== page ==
With a film festival as significant as Toronto's, every movie lover should be paying attention to what's playing there and what's being received well. From the outside looking in, that means there are a few ways of answering today's discussion question through September 15.
As we're still in the first couple days of the event, we can really only answer in response to the high-profile titles premiering at TIFF (as we previewed here). As we get further into the fest -- paying attention to our coverage from Erik Davis and Sean O'Connell, of course -- we're sure to have alternative or additional answers once we've heard about surprise hits among the more obscure titles. And finally, after all the screenings are completely over, we'll have final picks influenced by all the buzz over the full 11-day period.
Some of your initially anticipated movies may have been pumped up even more following word of mouth out of Telluride, where the already-in-high-demand duo of 12 Years a Slave and Gravity didn't fail to wow critics. They remain the hottest dramas of the season, whether you're thinking of awards or not. Telluride is also where a lot of people first heard about Tim's Vermeer, a documentary from Penn & Teller that is now also blowing away audiences up north. That might be my number one right now, if only because it's hard to imagine how a movie that's mostly about a guy painting is knocking so many festgoers' socks off.
That's on top of the fact that I was already dying to see a ton of this year's nonfiction program, as it's filled with new works from doc legends like Frederick Wiseman (At Berkeley), Errol Morris (The Unknown Known), Godfrey Reggio (Visitors), Marcel Ophuls (Ain't Misbehavin') and Claude Lanzmann (The Last of the Unjust). But I've also got tons of fiction works on my list of desirables, too, including the new movies from Submarine writer-director (and hilarious British actor) Richard Ayoade (that would be The Double), Atom Egoyan (The Devil's Knot, which is the narrative take on the case from the Paradise Lost films) and Jonathan Glazer (Under the Skin). Especially the last one, since Glazer's terribly underrated Birth is one of my top five films of the century.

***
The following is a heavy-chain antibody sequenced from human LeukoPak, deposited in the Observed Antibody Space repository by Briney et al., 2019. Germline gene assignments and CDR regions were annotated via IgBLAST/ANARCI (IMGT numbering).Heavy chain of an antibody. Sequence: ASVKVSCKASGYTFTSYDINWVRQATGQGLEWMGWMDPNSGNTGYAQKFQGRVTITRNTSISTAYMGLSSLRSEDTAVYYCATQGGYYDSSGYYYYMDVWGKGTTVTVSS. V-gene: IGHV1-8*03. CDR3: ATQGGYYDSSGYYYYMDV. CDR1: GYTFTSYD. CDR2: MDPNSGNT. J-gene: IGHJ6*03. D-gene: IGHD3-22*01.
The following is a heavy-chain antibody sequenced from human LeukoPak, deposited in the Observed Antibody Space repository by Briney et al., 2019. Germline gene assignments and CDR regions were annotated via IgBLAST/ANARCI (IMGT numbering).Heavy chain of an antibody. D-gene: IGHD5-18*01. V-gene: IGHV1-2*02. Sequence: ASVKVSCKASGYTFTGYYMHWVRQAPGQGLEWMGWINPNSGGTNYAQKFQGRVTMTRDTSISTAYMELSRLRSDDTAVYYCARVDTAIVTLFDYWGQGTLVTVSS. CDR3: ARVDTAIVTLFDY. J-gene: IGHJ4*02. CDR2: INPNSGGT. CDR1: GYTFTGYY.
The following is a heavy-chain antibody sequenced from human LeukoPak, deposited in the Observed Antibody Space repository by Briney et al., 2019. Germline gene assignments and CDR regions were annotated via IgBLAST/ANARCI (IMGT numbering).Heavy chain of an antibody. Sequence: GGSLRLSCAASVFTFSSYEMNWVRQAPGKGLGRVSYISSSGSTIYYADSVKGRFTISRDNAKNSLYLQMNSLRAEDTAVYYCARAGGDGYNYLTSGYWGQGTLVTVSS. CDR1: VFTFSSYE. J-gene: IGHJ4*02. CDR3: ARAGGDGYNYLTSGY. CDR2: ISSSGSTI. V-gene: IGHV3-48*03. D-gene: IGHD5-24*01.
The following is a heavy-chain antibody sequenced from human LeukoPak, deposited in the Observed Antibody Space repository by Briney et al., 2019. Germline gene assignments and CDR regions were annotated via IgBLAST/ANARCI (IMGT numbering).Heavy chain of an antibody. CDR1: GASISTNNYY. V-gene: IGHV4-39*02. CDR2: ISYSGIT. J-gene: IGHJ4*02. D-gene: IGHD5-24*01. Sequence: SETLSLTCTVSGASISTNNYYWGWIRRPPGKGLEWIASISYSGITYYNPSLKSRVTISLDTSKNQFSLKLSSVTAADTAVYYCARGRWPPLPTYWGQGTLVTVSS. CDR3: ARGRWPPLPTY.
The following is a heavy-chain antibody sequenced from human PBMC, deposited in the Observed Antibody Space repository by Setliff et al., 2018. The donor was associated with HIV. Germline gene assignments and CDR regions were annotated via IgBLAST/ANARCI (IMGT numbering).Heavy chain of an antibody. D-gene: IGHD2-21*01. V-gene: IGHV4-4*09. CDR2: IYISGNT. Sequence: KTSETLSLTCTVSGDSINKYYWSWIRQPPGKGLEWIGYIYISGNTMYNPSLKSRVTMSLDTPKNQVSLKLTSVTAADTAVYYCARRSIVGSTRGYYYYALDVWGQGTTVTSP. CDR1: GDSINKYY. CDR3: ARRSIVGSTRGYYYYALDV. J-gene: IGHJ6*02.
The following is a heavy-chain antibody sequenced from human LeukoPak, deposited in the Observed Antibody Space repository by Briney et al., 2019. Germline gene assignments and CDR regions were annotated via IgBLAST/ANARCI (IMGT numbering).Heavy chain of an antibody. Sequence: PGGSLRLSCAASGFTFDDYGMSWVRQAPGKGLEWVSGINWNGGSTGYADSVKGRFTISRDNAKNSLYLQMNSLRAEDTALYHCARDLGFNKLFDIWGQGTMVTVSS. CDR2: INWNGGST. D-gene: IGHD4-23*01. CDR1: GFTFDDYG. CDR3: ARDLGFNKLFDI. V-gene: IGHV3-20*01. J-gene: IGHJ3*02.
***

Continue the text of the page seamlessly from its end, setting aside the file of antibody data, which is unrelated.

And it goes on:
And again, that's all just prefestival anticipation. So far from less than two full days of coverage, I'm also now excited about seeing Prisoners, which wasn't high on my list before Erik's review. I can't wait to find out what else I'll be wanting to watch that I don't know about yet over the next week.
Which movies playing at the Toronto International Film Festival are you most dying to see?
Here are some responses received so far via Twitter:
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